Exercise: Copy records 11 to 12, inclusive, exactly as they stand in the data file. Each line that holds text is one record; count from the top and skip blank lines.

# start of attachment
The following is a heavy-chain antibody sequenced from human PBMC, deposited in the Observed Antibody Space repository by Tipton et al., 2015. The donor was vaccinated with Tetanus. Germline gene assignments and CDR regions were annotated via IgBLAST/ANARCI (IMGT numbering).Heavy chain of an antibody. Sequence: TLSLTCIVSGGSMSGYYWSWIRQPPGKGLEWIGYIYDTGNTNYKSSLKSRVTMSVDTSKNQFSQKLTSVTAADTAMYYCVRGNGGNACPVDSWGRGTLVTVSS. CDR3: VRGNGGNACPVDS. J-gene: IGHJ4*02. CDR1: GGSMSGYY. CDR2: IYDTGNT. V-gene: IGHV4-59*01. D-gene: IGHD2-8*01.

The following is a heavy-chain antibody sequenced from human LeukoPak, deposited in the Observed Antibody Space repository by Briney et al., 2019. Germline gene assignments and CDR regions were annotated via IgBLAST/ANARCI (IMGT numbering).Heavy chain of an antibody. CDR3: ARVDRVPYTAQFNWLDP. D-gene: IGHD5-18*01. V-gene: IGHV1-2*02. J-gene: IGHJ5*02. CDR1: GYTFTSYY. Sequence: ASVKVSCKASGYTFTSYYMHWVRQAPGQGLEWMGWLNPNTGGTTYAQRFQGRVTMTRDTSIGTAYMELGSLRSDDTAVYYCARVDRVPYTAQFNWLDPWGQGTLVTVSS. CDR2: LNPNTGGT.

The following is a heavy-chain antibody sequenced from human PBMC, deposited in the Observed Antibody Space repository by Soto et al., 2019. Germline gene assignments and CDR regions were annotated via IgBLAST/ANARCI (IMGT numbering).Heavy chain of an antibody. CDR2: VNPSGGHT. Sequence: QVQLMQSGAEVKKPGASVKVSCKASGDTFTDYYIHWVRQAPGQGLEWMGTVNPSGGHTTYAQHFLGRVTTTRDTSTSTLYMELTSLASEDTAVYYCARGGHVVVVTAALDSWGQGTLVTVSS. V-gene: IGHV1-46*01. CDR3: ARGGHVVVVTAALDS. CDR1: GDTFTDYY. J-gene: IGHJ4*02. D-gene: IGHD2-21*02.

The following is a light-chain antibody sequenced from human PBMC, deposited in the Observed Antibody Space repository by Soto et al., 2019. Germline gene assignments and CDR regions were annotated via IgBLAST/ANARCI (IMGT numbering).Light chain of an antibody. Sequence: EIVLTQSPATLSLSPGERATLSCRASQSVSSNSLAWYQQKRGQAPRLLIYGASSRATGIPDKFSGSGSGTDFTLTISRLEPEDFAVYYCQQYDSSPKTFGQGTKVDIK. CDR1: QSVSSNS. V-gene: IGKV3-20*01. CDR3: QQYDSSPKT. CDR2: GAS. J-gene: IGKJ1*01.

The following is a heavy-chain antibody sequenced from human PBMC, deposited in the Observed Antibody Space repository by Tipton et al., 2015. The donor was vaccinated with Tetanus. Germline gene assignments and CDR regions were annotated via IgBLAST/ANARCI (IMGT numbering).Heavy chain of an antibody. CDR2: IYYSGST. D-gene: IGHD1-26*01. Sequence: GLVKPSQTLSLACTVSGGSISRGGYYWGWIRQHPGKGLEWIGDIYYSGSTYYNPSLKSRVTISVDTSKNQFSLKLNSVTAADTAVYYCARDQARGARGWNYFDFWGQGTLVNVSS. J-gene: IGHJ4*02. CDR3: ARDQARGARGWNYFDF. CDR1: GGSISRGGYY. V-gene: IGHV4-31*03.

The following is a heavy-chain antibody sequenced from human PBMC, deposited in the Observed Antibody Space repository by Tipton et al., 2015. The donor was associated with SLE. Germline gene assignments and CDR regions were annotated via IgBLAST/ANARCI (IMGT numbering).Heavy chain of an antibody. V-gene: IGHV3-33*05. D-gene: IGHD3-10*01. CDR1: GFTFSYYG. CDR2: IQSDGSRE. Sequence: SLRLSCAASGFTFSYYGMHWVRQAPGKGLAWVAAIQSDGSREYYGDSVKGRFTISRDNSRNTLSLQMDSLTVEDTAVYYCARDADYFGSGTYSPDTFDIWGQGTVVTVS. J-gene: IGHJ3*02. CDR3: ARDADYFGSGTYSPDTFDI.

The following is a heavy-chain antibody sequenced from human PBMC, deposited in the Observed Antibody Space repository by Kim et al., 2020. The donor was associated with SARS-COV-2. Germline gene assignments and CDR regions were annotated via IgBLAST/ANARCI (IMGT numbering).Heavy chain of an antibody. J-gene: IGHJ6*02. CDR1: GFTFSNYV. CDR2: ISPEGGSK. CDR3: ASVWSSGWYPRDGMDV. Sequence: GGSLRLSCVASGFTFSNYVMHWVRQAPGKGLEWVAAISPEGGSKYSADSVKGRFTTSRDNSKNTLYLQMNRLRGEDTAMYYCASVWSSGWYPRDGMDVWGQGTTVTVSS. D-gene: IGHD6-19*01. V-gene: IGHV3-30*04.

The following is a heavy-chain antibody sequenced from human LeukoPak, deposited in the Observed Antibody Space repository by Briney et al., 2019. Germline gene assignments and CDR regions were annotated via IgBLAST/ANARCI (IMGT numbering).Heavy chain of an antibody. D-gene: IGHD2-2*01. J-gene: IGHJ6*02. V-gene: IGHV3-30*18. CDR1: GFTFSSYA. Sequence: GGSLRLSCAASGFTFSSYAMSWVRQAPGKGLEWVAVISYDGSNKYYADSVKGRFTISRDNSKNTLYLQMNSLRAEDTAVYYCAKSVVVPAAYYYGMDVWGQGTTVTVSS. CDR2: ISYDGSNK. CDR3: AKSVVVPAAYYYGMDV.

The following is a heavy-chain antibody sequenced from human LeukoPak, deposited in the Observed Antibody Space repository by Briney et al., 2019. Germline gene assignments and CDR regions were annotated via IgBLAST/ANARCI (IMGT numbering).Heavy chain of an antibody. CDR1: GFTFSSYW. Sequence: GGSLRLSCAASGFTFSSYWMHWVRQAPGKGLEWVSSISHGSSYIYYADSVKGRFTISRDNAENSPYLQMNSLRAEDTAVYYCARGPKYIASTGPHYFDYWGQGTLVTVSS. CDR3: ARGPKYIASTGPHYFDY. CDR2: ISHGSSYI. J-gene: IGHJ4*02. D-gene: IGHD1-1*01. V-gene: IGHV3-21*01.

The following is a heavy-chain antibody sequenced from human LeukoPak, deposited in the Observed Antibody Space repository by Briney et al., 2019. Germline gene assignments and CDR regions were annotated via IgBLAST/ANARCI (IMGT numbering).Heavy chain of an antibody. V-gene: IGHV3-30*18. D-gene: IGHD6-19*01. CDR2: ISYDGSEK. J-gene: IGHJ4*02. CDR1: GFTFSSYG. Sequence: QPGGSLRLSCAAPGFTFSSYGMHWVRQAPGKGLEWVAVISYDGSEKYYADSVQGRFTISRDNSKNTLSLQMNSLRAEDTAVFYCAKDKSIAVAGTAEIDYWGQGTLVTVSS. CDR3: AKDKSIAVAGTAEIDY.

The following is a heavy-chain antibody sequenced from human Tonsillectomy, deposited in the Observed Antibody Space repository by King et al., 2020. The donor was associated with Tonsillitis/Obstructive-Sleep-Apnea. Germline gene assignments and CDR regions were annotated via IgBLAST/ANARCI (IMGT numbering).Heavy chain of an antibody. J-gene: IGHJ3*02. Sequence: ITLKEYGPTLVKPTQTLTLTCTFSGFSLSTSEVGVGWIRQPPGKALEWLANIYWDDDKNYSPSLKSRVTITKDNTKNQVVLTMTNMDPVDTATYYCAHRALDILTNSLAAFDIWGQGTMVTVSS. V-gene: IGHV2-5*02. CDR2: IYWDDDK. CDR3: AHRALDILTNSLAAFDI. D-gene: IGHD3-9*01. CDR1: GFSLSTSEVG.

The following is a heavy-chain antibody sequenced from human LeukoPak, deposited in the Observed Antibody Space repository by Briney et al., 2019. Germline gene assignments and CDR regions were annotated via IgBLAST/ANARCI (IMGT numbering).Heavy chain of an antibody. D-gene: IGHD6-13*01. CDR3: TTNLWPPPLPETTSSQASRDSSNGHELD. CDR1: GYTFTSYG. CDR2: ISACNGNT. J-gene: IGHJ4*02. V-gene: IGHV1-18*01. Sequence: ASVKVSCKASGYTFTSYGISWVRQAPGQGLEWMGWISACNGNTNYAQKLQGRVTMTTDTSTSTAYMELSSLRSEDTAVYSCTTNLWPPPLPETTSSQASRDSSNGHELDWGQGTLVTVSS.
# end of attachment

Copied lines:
The following is a heavy-chain antibody sequenced from human Tonsillectomy, deposited in the Observed Antibody Space repository by King et al., 2020. The donor was associated with Tonsillitis/Obstructive-Sleep-Apnea. Germline gene assignments and CDR regions were annotated via IgBLAST/ANARCI (IMGT numbering).Heavy chain of an antibody. J-gene: IGHJ3*02. Sequence: ITLKEYGPTLVKPTQTLTLTCTFSGFSLSTSEVGVGWIRQPPGKALEWLANIYWDDDKNYSPSLKSRVTITKDNTKNQVVLTMTNMDPVDTATYYCAHRALDILTNSLAAFDIWGQGTMVTVSS. V-gene: IGHV2-5*02. CDR2: IYWDDDK. CDR3: AHRALDILTNSLAAFDI. D-gene: IGHD3-9*01. CDR1: GFSLSTSEVG.

The following is a heavy-chain antibody sequenced from human LeukoPak, deposited in the Observed Antibody Space repository by Briney et al., 2019. Germline gene assignments and CDR regions were annotated via IgBLAST/ANARCI (IMGT numbering).Heavy chain of an antibody. D-gene: IGHD6-13*01. CDR3: TTNLWPPPLPETTSSQASRDSSNGHELD. CDR1: GYTFTSYG. CDR2: ISACNGNT. J-gene: IGHJ4*02. V-gene: IGHV1-18*01. Sequence: ASVKVSCKASGYTFTSYGISWVRQAPGQGLEWMGWISACNGNTNYAQKLQGRVTMTTDTSTSTAYMELSSLRSEDTAVYSCTTNLWPPPLPETTSSQASRDSSNGHELDWGQGTLVTVSS.